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Chained CPI Cuts Benefits for Today's Seniors

AARP opposes the Chained CPI

Today the President released his budget.  It contained several cost cutting measures to Medicare and Social Security, including the implementation of Chained CPI.  To help you understand the basic tenants of Chained CPI,  AARP’s position and how you can get involved, some information and a video primer appear below.

Basic Tenants

Every month, government economists at the  Bureau of Labor Statistics (BLS) of the U.S. Department of Labor release the latest Consumer Price Index (CPI), which is a measure of the average change over time in the price paid by urban households for a set of consumer goods and services. While sometimes referred to as a cost-of-living index, the CPI differs in important ways from a complete index because it does not take into account changes in other factors that affect consumer well-being and are difficult to quantify, such as safety, health, water quality, and crime.

The Chained CPI, or superlative CPI, allows for the substitution of goods as the relative prices of items change.  For example, if the price of Fuji apples rises while the price of Gala apples holds constant, the CPI assumes that people continue to consume the same amount of Fuji apples as before whereas the superlative CPI would assume that people would decrease their consumption of Fuji apples and consume more Gala apples instead. While it is possible for the superlative CPI to be higher than the current CPI over short periods, the Bureau of Labor Statistics states that over time the superlative CPI is expected to trend lower than the CPI by several tenths of a point.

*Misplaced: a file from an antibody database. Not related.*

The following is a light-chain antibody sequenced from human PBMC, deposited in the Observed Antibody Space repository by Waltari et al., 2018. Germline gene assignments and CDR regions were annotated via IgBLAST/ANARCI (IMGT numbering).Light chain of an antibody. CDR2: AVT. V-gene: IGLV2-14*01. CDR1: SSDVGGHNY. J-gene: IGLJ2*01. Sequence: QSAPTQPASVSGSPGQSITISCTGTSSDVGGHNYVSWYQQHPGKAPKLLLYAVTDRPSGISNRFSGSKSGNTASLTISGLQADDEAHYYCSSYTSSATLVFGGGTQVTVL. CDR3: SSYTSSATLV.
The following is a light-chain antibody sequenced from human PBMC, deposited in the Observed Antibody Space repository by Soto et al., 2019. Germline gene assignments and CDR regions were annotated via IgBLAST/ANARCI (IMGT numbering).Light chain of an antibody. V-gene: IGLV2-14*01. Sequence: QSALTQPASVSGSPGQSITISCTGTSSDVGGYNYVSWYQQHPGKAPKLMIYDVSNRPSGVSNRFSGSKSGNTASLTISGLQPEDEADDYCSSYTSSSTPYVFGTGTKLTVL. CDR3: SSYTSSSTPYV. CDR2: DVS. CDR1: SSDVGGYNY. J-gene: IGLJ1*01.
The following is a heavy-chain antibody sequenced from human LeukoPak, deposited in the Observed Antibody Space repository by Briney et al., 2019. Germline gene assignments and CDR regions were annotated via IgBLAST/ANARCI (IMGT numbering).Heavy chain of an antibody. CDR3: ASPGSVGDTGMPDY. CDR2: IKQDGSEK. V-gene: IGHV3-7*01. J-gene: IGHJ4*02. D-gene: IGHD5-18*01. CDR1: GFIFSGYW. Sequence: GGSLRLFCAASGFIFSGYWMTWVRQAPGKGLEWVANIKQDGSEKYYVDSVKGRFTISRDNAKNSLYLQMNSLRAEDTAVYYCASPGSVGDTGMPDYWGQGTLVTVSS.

Simply put, the chained CPI shows a lower level of inflation than the current CPI.  This means that adopting the chained CPI measure would allow policymakers to gradually cut benefits and increase taxes in a way that might not be readily apparent to most Americans.

A two minute AARP Government Affairs primer on the Chained CPI and its role in the debate appears below.,DanaInfo=.awxyCefxwHx1r+social-security-budget-deficit-chained-CPI.html?intcmp=HP-spot6D

AARP Position on Chained CPI

1. It’s a benefit cut. The chained CPI is a significant benefit cut, not some “technical change” as some in Washington would like you to believe.

2. Cuts get deeper every year. The chained CPI would cut benefits more with every passing year, costing seniors, veterans and our nation’s most vulnerable thousands of dollars over their lifetimes.

3. It cuts benefits for today’s seniors. Most politicians promised during the 2012 campaign not to cut Social Security for current seniors. The chained CPI would break that promise, cutting benefits that today’s seniors have earned through a lifetime of hard work.

4. It’s less accurate for seniors. The chained CPI assumes that when the cost of something you normally buy goes up, you will substitute a lower-cost item. This theory falls short since many seniors and veterans spend much of their money on basic goods like prescription drugs, utilities and heath care – items that don’t have lower-cost substitutes.

5. It’s the wrong solution. Americans deserve a separate, national conversation about how to protect Social Security for today’s seniors and responsibly strengthen it for their children and grand children.

Protect Social Security Benefits

Letters to Congress – you can make your voice heard by telling Congresswoman, Eleanor Holmes Norton and all members of Congress that you oppose the Chained CPI

Chained CPI Calculator – this calculator lets older adults see how much they stand to lose annually in the shift to the Chained CPI

Chained CPI Survey – AARP has, released a survey of 800 voters showing that voters 50+, regardless of party affiliation, oppose Chained CPI.

You’ve Earned a Say homepage – Here you can find up to date information on proposals to Social Security and Medicare, including the Chained CPI

Become an AARP e-activist – Make sure you are signed up to receive regular alerts from AARP on the debate around Social Security and Medicare

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